The God that American Teenagers Worship

Ray Van Neste:

Christian Smith has written a brief article condensing his research on the religious beliefs of American teenagers. It is well worth reading. He argues that the functional religious of American youth (which as he says they learned from the adults around them) is “Moralistic Therapeutic Deism.” This is the functional religion even though many identify themselves as Protestant, Catholic, Mormon, or Muslim. His assessment squares well with what I see going on around me.

The three terms in his description are important. This functional religion is “moralistic” because it centers not on redemption or being made right with God but on being a good person- as defined by ourselves. It is “therapeutic” because it centers on feeling good about yourself. It is “deism” because the God in view is removed, not calling us to account. (emphasis mine) As Smith points out this “religion” is not unique to younger people. They are simply reflecting what has been encouraged in our culture for some time.

Here are a few quotes:

“ ‘God is a spirit that grants you anything you want, but not anything bad’ . .
. . ‘God’s all around you, all the time. He believes in forgiving people and whatnot, and he’s there to guide us, for somebody to talk to and help us through our problems. Of course, he doesn’t talk back.’ This last statement is perhaps doubly telling. . . .[God] also does not offer any challenging comebacks to or arguments about our requests.” 50 (page 4 of the online .pdf)

“Thus, one sixteen-year-old white mainline Protestant boy from Texas complained with some sarcasm in his interview that, ‘Well, God is almighty, I guess [yawns]. But I think he’s on vacation right now because of all the crap that’s happening in the world, cause it wasn’t like this back when he was famous.’” 50 (page 4 of the online .pdf)

“Our religiously conventional adolescents seem to be merely absorbing and reflecting religiously what the adult world is routinely modeling for and inculcating in its youth.” 51(page 5 of the online .pdf)

“In short, our teen interview transcripts reveal clearly that the language that dominates U.S. adolescent interests and thinking about life—including religious and spiritual life—is primarily about personally feeling good and being happy.”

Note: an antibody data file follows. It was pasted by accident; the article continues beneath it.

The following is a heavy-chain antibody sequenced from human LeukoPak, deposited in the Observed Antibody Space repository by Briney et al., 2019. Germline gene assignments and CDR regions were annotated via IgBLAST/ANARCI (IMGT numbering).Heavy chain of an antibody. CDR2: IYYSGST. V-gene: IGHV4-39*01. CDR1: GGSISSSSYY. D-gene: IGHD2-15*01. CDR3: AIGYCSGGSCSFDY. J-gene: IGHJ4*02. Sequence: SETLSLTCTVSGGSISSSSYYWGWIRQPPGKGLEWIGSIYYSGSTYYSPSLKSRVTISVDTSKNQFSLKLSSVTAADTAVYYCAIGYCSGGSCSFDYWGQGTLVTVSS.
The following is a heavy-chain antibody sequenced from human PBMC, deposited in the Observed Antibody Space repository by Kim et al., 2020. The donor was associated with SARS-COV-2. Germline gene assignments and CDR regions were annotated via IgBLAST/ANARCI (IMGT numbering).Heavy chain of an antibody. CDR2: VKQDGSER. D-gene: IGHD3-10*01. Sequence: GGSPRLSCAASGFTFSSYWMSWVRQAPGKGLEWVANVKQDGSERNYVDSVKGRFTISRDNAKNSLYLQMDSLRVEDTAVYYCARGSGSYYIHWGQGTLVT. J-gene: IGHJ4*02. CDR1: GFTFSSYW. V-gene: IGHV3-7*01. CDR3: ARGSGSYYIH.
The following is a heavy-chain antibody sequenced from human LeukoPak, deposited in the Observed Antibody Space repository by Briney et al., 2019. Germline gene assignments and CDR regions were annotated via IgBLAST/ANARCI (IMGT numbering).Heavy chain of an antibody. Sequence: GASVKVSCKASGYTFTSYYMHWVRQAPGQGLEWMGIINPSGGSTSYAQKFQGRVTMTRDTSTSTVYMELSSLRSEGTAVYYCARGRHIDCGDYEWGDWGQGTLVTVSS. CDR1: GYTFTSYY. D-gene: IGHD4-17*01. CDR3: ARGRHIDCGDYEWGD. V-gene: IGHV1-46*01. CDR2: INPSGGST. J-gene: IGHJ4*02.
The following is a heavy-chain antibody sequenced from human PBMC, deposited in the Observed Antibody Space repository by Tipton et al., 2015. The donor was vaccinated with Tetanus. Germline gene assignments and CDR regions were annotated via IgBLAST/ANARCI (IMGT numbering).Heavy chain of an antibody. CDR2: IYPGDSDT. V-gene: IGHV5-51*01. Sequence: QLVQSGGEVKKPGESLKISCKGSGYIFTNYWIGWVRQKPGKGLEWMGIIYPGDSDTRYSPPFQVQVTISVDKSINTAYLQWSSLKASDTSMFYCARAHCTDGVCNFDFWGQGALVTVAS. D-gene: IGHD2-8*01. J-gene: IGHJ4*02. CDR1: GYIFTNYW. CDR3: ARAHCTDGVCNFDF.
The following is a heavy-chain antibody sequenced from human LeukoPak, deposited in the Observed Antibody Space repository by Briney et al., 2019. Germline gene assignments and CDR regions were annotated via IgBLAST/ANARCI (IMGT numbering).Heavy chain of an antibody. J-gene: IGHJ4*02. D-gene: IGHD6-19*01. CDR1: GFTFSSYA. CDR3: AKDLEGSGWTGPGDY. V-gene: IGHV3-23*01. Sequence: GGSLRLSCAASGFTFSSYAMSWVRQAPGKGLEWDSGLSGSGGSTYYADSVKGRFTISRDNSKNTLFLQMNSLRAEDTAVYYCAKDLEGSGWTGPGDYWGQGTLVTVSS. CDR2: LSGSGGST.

53 (page 7 of the online .pdf)

“. . . we have come with some confidence to believe that a significant part of ‘Christianity’ in the United States is actually only tenuously connected to the actual historical Christian tradition, but has rather substantially morphed into Christianity’s misbegotten step-cousin, Christian Moralistic Therapeutic Deism.” 56 (page 10 of the online .pdf)

Original Source: “Summary Interpretation: Moralistic Therapeutic Deism,” from Soul Searching: The Religious and Spiritual Lives of American Teenagers by Christian Smith with Melinda Lundquist Denton, copyright © 2005 by Oxford University Press, Inc.

My response? Those, who work especially with youth, understand that their view of God most likely has been transmitted down by their parents. So, it is not an easy task to fill what is lacking, but Christ is sufficient for these things:
1. Labor to show the ugliness of our sin nature from the view of a Holy God in Scripture. Sin is not those bad things I happen to do
occasionally. Sin is who I am. Beeline to Jesus as the source of deliverance from yourself.
2. Labor to show the end of all eternal things is being glad in God. Give them a thirst for Christian hedonism.
3. Labor to show them the character of the God we serve. Give them a passion for the majesty of God. Show them how their lives are overseen by the One with Whom we have to do.

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